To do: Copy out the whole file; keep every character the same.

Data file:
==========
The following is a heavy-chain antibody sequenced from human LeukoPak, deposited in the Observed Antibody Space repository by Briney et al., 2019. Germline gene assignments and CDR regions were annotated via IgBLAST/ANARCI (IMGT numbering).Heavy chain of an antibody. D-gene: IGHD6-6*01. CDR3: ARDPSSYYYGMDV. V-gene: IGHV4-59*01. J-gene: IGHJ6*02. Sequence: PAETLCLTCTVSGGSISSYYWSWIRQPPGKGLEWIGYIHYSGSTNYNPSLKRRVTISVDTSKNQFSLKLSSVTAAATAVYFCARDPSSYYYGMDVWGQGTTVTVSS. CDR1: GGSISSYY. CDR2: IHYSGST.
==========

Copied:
The following is a heavy-chain antibody sequenced from human LeukoPak, deposited in the Observed Antibody Space repository by Briney et al., 2019. Germline gene assignments and CDR regions were annotated via IgBLAST/ANARCI (IMGT numbering).Heavy chain of an antibody. D-gene: IGHD6-6*01. CDR3: ARDPSSYYYGMDV. V-gene: IGHV4-59*01. J-gene: IGHJ6*02. Sequence: PAETLCLTCTVSGGSISSYYWSWIRQPPGKGLEWIGYIHYSGSTNYNPSLKRRVTISVDTSKNQFSLKLSSVTAAATAVYFCARDPSSYYYGMDVWGQGTTVTVSS. CDR1: GGSISSYY. CDR2: IHYSGST.